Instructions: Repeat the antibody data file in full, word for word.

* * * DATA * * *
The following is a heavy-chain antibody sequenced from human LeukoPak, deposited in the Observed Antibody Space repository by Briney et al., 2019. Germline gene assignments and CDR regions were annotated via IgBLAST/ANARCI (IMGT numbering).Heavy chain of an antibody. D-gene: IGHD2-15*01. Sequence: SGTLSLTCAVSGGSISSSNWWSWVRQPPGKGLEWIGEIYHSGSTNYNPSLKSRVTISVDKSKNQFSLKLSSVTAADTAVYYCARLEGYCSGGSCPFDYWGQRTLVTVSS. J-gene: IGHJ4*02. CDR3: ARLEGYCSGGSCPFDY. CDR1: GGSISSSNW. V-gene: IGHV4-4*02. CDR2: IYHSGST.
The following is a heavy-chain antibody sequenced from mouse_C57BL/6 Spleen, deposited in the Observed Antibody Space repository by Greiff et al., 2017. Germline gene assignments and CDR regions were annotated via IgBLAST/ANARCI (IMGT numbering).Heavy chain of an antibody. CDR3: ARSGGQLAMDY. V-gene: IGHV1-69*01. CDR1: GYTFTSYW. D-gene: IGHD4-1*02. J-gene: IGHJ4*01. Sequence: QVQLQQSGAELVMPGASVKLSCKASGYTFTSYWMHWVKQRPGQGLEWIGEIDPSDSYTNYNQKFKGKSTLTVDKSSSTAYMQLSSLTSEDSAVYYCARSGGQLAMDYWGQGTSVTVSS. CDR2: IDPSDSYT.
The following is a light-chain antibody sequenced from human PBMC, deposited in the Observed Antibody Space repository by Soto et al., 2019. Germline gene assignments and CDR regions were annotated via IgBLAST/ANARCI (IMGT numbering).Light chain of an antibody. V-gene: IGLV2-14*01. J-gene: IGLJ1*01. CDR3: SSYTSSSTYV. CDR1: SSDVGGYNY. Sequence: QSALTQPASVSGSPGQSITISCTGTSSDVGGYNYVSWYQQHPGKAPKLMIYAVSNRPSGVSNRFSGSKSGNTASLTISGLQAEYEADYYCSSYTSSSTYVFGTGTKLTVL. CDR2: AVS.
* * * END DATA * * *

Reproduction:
The following is a heavy-chain antibody sequenced from human LeukoPak, deposited in the Observed Antibody Space repository by Briney et al., 2019. Germline gene assignments and CDR regions were annotated via IgBLAST/ANARCI (IMGT numbering).Heavy chain of an antibody. D-gene: IGHD2-15*01. Sequence: SGTLSLTCAVSGGSISSSNWWSWVRQPPGKGLEWIGEIYHSGSTNYNPSLKSRVTISVDKSKNQFSLKLSSVTAADTAVYYCARLEGYCSGGSCPFDYWGQRTLVTVSS. J-gene: IGHJ4*02. CDR3: ARLEGYCSGGSCPFDY. CDR1: GGSISSSNW. V-gene: IGHV4-4*02. CDR2: IYHSGST.
The following is a heavy-chain antibody sequenced from mouse_C57BL/6 Spleen, deposited in the Observed Antibody Space repository by Greiff et al., 2017. Germline gene assignments and CDR regions were annotated via IgBLAST/ANARCI (IMGT numbering).Heavy chain of an antibody. CDR3: ARSGGQLAMDY. V-gene: IGHV1-69*01. CDR1: GYTFTSYW. D-gene: IGHD4-1*02. J-gene: IGHJ4*01. Sequence: QVQLQQSGAELVMPGASVKLSCKASGYTFTSYWMHWVKQRPGQGLEWIGEIDPSDSYTNYNQKFKGKSTLTVDKSSSTAYMQLSSLTSEDSAVYYCARSGGQLAMDYWGQGTSVTVSS. CDR2: IDPSDSYT.
The following is a light-chain antibody sequenced from human PBMC, deposited in the Observed Antibody Space repository by Soto et al., 2019. Germline gene assignments and CDR regions were annotated via IgBLAST/ANARCI (IMGT numbering).Light chain of an antibody. V-gene: IGLV2-14*01. J-gene: IGLJ1*01. CDR3: SSYTSSSTYV. CDR1: SSDVGGYNY. Sequence: QSALTQPASVSGSPGQSITISCTGTSSDVGGYNYVSWYQQHPGKAPKLMIYAVSNRPSGVSNRFSGSKSGNTASLTISGLQAEYEADYYCSSYTSSSTYVFGTGTKLTVL. CDR2: AVS.